We’re now just a day away from the highly anticipated test flight of Boeing’s CST-100 Starliner spacecraft to the International Space Station (ISS).
The uncrewed Orbital Flight Test-2 (OFT-2) is considered high-stakes as it follows a failed test mission in 2019 when the spacecraft was unable to enter the correct orbit to take it to the ISS. Following a thorough investigation, software issues were pinpointed as the cause.
A second flight attempt in August last year failed to get off the ground after an issue was spotted with valves linked to Starliner’s propulsion system on its service module.
Ahead of Thursday’s launch from Cape Canaveral in Florida, the mission team rolled the United Launch Alliance Atlas V rocket and Starliner spacecraft from the Kennedy Space Center’s Vertical Integration Facility to the launchpad a short distance away.
Boeing posted a video (below) that includes a time-lapse showing the space vehicle heading to the launchpad on Wednesday.
#Starliner and #AtlasV have rolled to the launch pad on @ulalaunch's Space Launch Complex-41. This is one of the final milestones before it launches May 19 to the @Space_Station on its #OFT2 journey. pic.twitter.com/3ofiuABCum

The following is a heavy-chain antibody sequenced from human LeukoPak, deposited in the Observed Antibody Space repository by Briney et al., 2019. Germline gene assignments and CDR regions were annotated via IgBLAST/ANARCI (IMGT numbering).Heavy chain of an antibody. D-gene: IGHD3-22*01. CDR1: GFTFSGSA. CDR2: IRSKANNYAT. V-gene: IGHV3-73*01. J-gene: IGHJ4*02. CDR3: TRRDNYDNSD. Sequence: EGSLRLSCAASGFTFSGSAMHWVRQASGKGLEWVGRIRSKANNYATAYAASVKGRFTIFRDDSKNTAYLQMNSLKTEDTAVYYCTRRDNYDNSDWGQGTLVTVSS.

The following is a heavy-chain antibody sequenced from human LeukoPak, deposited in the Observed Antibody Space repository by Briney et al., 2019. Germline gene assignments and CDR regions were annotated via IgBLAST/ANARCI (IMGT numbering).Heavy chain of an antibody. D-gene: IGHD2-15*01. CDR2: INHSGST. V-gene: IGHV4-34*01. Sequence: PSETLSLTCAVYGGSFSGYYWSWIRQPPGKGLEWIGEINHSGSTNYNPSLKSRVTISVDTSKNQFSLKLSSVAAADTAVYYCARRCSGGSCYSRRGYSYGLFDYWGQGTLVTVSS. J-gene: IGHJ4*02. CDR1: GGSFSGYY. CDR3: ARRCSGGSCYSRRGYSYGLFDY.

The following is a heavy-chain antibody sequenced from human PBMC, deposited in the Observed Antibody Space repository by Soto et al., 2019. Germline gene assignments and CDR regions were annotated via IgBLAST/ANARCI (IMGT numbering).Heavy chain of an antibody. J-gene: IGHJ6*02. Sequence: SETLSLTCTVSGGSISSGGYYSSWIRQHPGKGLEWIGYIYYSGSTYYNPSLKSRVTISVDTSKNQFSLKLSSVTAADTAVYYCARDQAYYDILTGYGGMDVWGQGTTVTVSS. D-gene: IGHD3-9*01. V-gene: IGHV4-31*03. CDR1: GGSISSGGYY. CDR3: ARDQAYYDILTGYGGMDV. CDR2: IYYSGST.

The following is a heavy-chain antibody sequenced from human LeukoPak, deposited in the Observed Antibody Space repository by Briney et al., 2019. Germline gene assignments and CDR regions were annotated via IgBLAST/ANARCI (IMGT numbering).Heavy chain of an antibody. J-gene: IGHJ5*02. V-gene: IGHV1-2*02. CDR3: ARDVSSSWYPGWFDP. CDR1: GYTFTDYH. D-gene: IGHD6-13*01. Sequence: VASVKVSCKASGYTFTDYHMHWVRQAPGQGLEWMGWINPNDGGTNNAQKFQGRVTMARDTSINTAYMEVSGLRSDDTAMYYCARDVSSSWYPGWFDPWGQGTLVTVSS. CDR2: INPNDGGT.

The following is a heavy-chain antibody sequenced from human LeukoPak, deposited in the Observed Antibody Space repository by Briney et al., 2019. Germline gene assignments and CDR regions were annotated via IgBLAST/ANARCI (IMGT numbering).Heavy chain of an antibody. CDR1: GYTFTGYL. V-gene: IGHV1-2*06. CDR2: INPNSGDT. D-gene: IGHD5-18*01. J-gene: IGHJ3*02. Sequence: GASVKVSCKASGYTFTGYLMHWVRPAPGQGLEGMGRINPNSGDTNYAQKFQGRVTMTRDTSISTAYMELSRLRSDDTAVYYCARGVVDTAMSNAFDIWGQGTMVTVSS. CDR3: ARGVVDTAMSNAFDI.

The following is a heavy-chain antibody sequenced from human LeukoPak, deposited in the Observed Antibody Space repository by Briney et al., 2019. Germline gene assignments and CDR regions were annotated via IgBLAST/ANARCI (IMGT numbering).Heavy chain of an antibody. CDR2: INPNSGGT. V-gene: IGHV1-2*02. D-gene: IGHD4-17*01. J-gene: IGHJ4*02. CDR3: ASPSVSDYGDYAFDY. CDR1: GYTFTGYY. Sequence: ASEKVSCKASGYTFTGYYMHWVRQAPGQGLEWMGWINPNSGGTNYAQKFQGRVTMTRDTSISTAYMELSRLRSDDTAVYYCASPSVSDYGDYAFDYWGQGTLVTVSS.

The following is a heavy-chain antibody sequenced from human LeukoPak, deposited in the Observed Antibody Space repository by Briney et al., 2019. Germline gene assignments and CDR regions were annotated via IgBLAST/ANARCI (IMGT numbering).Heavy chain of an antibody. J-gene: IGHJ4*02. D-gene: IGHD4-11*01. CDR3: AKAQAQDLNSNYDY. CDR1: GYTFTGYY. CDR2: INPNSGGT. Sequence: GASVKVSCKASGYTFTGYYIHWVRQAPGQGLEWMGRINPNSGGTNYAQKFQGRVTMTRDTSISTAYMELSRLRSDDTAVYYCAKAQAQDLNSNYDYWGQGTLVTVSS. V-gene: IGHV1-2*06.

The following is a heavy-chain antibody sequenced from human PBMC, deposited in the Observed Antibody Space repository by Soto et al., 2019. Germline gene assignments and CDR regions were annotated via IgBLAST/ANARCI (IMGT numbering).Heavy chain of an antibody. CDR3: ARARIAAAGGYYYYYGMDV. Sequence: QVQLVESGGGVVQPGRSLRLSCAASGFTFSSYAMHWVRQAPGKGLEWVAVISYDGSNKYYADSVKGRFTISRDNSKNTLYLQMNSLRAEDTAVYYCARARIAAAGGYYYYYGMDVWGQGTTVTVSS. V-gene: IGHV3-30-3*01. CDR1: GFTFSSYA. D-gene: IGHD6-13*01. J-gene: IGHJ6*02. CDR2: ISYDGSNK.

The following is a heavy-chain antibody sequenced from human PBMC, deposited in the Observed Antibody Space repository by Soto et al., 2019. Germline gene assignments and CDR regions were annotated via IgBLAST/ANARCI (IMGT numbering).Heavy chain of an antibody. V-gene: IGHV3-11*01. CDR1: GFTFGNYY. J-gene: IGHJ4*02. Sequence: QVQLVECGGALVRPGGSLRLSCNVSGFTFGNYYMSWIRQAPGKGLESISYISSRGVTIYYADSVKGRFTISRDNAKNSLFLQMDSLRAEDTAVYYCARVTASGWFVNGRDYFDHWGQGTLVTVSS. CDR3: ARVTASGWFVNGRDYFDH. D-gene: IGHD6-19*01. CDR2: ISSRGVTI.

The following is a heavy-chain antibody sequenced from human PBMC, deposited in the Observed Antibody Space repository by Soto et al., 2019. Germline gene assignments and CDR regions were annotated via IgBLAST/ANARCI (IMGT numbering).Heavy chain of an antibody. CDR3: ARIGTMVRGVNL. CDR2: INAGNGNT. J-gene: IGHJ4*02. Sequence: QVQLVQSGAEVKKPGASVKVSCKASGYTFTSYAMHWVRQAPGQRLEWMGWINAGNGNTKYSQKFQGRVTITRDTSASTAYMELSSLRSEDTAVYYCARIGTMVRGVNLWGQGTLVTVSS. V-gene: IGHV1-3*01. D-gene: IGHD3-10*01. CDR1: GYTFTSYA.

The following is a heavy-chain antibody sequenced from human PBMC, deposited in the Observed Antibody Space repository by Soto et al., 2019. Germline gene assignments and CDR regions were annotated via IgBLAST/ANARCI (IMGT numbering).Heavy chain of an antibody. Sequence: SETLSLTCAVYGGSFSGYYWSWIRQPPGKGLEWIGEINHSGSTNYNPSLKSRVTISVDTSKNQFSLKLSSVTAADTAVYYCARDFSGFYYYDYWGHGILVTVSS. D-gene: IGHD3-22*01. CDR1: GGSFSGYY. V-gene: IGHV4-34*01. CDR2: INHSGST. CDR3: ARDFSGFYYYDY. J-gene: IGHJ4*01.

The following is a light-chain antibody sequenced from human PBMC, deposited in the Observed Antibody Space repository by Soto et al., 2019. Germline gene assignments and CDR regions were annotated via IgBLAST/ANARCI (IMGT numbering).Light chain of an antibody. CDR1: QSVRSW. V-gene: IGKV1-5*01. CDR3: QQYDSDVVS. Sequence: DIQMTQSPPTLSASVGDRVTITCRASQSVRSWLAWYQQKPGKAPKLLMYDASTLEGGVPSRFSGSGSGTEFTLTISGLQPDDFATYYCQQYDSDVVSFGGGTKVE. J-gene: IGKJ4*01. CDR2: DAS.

— Boeing Space (@BoeingSpace) May 18, 2022
Another video showed the rocket and spacecraft on the launchpad during nightfall on Wednesday:
— Boeing Space (@BoeingSpace) May 19, 2022
If everything goes to plan, the Starliner spacecraft will dock with the ISS about 24 hours after launch. It will stay at the orbital outpost for up to 10 days before returning to Earth in a parachute-assisted landing in New Mexico.
“The flight test, which includes orbital maneuvering, International Space Station rendezvous, docking, undocking, and landing operations, will validate all of the critical systems and capabilities ahead of Boeing’s first flight carrying astronauts to and from the ISS,” Boeing said in a message posted on its website.
The crewed test flight could take place in the next 12 months and would send the Starliner on the same route to and from the space station. A successful crewed mission would allow NASA to use the spacecraft for future astronaut flights to and from the ISS, giving it another transportation option alongside SpaceX’s Crew Dragon capsule, which has been conducting regular astronaut flights since the summer of 2020.
Fancy watching Boeing’s crucial mission get underway? Digital Trends has all the information you need to watch Thursday’s livestream.
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